WE ALWAYS EXTEND HIGHER IN HIERARCHY WITH ENTITIES. AS SOON AS A FILE IS CREATED, A NEW RECORD OF IT MUST BE ENTERED IN A FILE ABOVE RESULTING IN UNLIMITED 
GROWTH IN TREE HEIGHT. IF THE ROOT FILE HAS EXCEEDED ITS LIMIT WE CAN ASSIGN A NEW UUID TO IT AND DEFINE ANOTHER FILE TO BE ROOT AT THE NEXT UPPER LEVEL. 

ENTITY FILES WILL BE CREATED ON DEMAND. Advantages: it will minimize the number of files required to be created and opened in order to reach a 
file or record that is lower down the tree and it will also minimize concurrential access. If we were to create them in the beginning we will end up 
creating much more files than needed, because not all relations require entity files from the outset. The [Sensor] - [Sensor Data] relation will be 
transformed into a [Sensor] - [Entity] - [Sensor Data] relation only after there will be more than 100,000 records in the [Sensor Data] file.

Entity files contain list of file names and their file addresses locations. We have 
the ordered sequence so that we can easily change the address location if needed.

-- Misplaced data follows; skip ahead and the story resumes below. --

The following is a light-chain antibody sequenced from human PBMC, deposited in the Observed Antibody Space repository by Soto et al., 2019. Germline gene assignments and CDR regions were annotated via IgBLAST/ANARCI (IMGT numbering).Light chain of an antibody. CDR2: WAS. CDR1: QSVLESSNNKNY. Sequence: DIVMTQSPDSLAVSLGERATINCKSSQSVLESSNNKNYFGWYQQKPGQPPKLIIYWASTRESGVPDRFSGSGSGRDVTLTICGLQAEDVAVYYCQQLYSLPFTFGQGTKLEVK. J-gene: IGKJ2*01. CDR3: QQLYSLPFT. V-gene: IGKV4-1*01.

We start the order from the file up so that we can use the address id of the file 
as parent id for the records that belong to the same location. Having Entity_ID
and Node Order allows us to expand the address by adding more entries if required (e.g.
add a rack field, or a subdomain location field). 

The UUID of the file name and the Information.[Parent ID] property referenced from the parent file, form a pair of values that is a UNIQUE address.

Entities and Entity_Addresses tables allows us to define multiple entities pointing to the same address and thus conserving space. 

Root entity is a separate entity file type and we can easily add entities on top of it, and have another file become root if we need to extend above its size.

Parent_ID and Parent_Entity_ID properties from the Information table make the Entity_Parents table obsolete because we a have a true tree structure and no file or record can have more than one parent. Parent_ID and Parent_Entity_ID are like a foreign key relationship because they identify the parent record and in which file it can be found. Parent_ID can point to an entity_id in a file above if we have entities above for that file type.

Entity_Children table lists the entity files where the main table record has data. Because the main table contains a list of records, and each record may have children we need to define in the [Record_ID] field the id that is the parent to all the Entity_Children.